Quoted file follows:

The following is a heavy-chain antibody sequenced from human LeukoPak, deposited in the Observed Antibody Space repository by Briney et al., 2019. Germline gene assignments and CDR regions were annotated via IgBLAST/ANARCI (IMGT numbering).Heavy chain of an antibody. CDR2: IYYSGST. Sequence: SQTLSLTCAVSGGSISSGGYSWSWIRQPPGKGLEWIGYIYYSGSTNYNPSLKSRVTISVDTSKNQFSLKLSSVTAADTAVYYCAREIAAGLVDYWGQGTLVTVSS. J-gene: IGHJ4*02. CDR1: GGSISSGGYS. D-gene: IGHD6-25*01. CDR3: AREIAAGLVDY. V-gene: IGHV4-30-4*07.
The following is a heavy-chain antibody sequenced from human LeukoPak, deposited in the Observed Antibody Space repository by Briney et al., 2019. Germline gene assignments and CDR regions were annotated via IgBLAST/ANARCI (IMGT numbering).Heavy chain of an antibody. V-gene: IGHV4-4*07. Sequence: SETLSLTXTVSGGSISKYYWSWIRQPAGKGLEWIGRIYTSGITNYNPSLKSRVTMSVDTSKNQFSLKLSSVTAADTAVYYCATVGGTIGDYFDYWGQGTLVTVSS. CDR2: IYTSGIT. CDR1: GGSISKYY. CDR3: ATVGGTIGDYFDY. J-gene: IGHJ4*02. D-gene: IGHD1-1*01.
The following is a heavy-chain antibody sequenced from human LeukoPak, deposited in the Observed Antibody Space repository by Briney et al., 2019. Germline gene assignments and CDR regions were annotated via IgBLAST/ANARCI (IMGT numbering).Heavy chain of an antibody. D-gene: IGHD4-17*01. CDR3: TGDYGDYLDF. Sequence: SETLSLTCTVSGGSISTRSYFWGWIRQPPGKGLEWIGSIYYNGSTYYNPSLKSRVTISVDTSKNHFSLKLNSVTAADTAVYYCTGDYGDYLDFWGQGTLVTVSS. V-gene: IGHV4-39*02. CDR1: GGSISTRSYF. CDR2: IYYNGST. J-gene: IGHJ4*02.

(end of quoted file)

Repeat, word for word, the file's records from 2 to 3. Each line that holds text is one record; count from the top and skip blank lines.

The following is a heavy-chain antibody sequenced from human LeukoPak, deposited in the Observed Antibody Space repository by Briney et al., 2019. Germline gene assignments and CDR regions were annotated via IgBLAST/ANARCI (IMGT numbering).Heavy chain of an antibody. V-gene: IGHV4-4*07. Sequence: SETLSLTXTVSGGSISKYYWSWIRQPAGKGLEWIGRIYTSGITNYNPSLKSRVTMSVDTSKNQFSLKLSSVTAADTAVYYCATVGGTIGDYFDYWGQGTLVTVSS. CDR2: IYTSGIT. CDR1: GGSISKYY. CDR3: ATVGGTIGDYFDY. J-gene: IGHJ4*02. D-gene: IGHD1-1*01.
The following is a heavy-chain antibody sequenced from human LeukoPak, deposited in the Observed Antibody Space repository by Briney et al., 2019. Germline gene assignments and CDR regions were annotated via IgBLAST/ANARCI (IMGT numbering).Heavy chain of an antibody. D-gene: IGHD4-17*01. CDR3: TGDYGDYLDF. Sequence: SETLSLTCTVSGGSISTRSYFWGWIRQPPGKGLEWIGSIYYNGSTYYNPSLKSRVTISVDTSKNHFSLKLNSVTAADTAVYYCTGDYGDYLDFWGQGTLVTVSS. V-gene: IGHV4-39*02. CDR1: GGSISTRSYF. CDR2: IYYNGST. J-gene: IGHJ4*02.